Sunday, July 1, 2007

Another Happy Memory


“And when she was good, she was very, very good, and when she was bad she was horrid.” That’s the way I tend to think of my mother. There were times when she tried. And one of those involved when she took my brother and I to Hoffman’s Playland.

Everyone in our town went to Hoffman’s Playland, it was a little amusement park somewhere around Albany, NY. Inside the gates were roller coasters that went in circles over little bumps (but never upside down), a Ferris wheel, bumper cars, the ‘swing’ ride (where two of you are in a seat and the whole thing goes in a circle in the air), Teacups and the Scrambler. There were also these dinosaurs that went around a track and some ‘strawberry cars’ but those were the baby rides, and I was ten years old by the time my mom took us to Hoffman’s, so I wasn’t going on one of those. At least, not with my brother there. I wanted him to see I was as cool as he was.

I know it was hard. My brother and I had wanted to go for a long time and were envious of others in our schools who talked of their weekly excursions to Hoffman’s where they enjoyed sticking their tongue on cotton candy and watching the delicate strands of sugar melt and playing ski ball until they had enough tickets for a toy.

Our home was one of hand-me downs, but my mother saved enough that one day we could go to Hoffman’s Playland. There was a set limit – my brother and I each had to choose how to spend the money. We could go on rides, play games, or a little of both, but had to stay within the budget.

My mother was beautiful when she smiled. I always thought of her as beautiful. But when she surprised us by saying we were going to Hoffman’s, she was glowing.

Hoffman’s was a wonder. I decided I wanted to win a toy like others in my class, so only bought tickets for a few rides. My favorite was the scrambler. But, my brother wanted to go on the giant swings and I was just tall enough and honored to go up with him, so that is the ride I remember most for the following reason:

The swings were high and scary. I don’t remember the color of the one my brother and I sat in. They were all primary colors, and my favorite at the time was yellow. They put the bar down and I held on in glee and trepidation. As we went into the air I could see over all of Albany. I looked at my brother and he was grinning from ear to ear. As we started to go in circles we passed over some trees, maybe a grove. Then I saw my brother’s smile change – it became mischievous. He started kicking at his shoes.

“What are you doing?” I asked, “You can lose a shoe!”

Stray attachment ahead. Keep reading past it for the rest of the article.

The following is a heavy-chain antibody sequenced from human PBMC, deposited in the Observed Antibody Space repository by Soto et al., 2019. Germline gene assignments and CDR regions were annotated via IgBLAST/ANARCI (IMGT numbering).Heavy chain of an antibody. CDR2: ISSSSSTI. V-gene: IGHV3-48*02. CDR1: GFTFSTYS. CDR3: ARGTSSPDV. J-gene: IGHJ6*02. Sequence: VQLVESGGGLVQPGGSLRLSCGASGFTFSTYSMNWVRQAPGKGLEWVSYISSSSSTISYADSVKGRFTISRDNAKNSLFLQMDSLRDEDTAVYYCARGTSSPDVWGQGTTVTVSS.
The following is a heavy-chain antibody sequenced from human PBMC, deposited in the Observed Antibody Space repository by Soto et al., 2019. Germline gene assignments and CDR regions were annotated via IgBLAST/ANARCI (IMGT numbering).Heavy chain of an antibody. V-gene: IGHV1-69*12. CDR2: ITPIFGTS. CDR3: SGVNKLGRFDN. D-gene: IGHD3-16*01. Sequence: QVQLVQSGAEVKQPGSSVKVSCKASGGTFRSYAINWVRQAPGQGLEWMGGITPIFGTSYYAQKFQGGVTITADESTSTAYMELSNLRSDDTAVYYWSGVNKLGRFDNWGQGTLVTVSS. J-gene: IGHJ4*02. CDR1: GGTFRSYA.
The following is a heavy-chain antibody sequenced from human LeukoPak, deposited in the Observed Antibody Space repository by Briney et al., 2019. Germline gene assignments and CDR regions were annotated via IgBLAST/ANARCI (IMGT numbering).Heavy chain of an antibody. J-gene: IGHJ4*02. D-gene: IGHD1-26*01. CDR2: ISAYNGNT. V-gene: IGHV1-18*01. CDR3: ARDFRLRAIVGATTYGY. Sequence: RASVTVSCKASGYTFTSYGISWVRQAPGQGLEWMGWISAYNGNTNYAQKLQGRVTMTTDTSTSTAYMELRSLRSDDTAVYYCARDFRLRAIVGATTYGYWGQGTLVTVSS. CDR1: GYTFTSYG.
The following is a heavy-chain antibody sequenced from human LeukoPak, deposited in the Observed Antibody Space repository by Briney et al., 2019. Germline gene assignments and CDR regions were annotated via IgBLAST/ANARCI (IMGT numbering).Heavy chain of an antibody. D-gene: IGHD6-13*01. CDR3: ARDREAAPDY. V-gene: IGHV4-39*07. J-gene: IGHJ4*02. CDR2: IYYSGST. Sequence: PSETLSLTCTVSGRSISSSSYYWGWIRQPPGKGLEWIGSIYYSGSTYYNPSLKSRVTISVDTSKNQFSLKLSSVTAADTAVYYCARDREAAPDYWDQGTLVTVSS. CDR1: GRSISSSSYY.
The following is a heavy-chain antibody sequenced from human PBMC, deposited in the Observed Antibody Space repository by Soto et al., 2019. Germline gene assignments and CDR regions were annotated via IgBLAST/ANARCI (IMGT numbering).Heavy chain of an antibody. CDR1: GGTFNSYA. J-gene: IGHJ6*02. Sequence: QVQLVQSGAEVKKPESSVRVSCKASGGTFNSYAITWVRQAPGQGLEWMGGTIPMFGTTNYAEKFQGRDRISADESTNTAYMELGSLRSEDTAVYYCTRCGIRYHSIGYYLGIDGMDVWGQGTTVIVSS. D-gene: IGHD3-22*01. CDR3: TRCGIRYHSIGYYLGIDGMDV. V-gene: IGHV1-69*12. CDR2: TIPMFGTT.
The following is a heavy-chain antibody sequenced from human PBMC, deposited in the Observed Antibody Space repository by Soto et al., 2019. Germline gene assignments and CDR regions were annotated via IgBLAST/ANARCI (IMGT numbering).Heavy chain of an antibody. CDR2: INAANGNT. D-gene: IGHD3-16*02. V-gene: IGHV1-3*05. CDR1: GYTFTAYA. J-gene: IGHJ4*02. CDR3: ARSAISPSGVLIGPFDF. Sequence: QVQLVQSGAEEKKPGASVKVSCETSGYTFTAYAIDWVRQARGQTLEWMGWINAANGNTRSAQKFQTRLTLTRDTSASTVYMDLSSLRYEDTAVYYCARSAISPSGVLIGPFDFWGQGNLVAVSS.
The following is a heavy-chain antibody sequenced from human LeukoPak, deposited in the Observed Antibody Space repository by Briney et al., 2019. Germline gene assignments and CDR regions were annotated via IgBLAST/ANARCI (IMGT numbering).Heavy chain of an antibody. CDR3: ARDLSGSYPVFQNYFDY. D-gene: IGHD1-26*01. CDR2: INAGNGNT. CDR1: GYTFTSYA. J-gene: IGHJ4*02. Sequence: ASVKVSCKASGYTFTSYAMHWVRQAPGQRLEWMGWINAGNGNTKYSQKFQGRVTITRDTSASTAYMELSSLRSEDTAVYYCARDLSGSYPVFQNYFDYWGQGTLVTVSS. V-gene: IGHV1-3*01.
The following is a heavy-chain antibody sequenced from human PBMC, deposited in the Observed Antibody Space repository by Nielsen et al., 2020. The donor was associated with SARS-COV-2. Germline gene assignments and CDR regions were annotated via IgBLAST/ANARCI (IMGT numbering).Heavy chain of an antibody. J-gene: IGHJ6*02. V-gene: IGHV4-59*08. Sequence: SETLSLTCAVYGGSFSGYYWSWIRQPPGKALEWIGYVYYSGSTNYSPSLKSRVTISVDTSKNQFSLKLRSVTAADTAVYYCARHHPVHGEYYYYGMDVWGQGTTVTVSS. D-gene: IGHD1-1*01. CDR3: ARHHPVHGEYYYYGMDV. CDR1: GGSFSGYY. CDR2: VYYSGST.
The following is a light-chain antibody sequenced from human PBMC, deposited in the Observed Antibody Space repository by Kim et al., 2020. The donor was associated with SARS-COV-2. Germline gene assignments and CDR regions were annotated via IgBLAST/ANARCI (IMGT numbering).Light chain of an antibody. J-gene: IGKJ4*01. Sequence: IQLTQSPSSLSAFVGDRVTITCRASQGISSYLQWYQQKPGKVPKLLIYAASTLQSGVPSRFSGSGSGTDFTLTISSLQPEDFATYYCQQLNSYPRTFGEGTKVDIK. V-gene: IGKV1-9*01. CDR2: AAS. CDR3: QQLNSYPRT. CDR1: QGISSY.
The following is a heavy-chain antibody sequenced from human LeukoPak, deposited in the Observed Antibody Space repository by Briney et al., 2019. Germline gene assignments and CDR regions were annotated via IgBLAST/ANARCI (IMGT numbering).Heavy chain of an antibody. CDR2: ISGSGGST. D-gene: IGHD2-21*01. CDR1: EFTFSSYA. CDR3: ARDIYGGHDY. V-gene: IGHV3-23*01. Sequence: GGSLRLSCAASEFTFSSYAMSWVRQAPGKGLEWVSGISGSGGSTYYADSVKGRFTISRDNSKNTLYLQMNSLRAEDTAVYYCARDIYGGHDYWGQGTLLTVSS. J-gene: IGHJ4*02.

“I know,” he grinned, “I want it to hit that tree!” He kicked and kicked while we were over the brush, but would stop as soon as we twirled over where all the parents smiled and waved.
Finally, he succeeded and his shoe went flying. What he wasn’t anticipating was centrifugal force.

When we exited the ride there was a lot of commotion. There was someone hovering around the teen that operated the ride, and our mother’s face was beat red. At first we thought anger, until we heard her boisterous laugh. That always meant that things were okay. She was holding up my brother’s shoe.

The centrifugal force had sent his shoe spiraling down and it slammed into the side of the operator’s face. She had 12-year-old boy sized tread on her cheek and was crying.

“You could have lost your shoe in the woods!” my mother exclaimed as my brother chuckled. “I can’t afford another pair for you.”

“It just fell off,” he lied, lowering his head but looking up at her with big fake-sad blue eyes.

The rest of the day wasn’t nearly as eventful. I did get to play ski ball and win enough tickets to get a pair of sunglasses that folded to resemble a cats face. The rims were red. We ate some junk food, and went home smiling and laughing over how my brother’s shoe knocked out the operator.

“You certainly left your mark,” my mother chuckled.

I got to wear my cool sunglasses to school and tell everyone that I, like them, could afford Hoffman’s and ride the rides.

I still laugh when I think about this. That poor operator.


6 comments:

Amel's Realm said...

He he he...poor operator indeed. :-))) THX for taking me back to your past, Vic. I LOVE the way you describe it. :-)))

Shrink Wrapped Scream said...

These are the things to hold on to, and to try to remember (every last detail of) as far and few though they may have been. There were times she loved you enough, fleeting or not, it did happen.

Big hugs, sweet lady. x

Chewy said...

Victorya,

I was a ride operator at a fairly large amusement park. Lots of fond and fun memories. Sounds like that "poor operator" didn't get any sympathy from your Mom. Regardless of that what counts is you had a fun family day TOGETHER.

Amel's Realm said...

Hey, Vic, the tip on increasing traffic was just something I wrote to David in the Blogger Help Group. He was wondering what to do. Basically I just told him what I read here:

http://revellian.com/2007/06/25/new-blogger-wisdom/

Shan said...

Sweet memories, treasure them well :)

Enjoy life and thanks for visiting my blog :)

Shan.

Victorya said...

Ah man Chewy, I'm afraid I didn't come off as sympathetic either. It was just such an absurdist thing to happen! I felt bad for what happened but it made my mom smile, and to us at that time it was golden.

And no, she had sympathy for no one.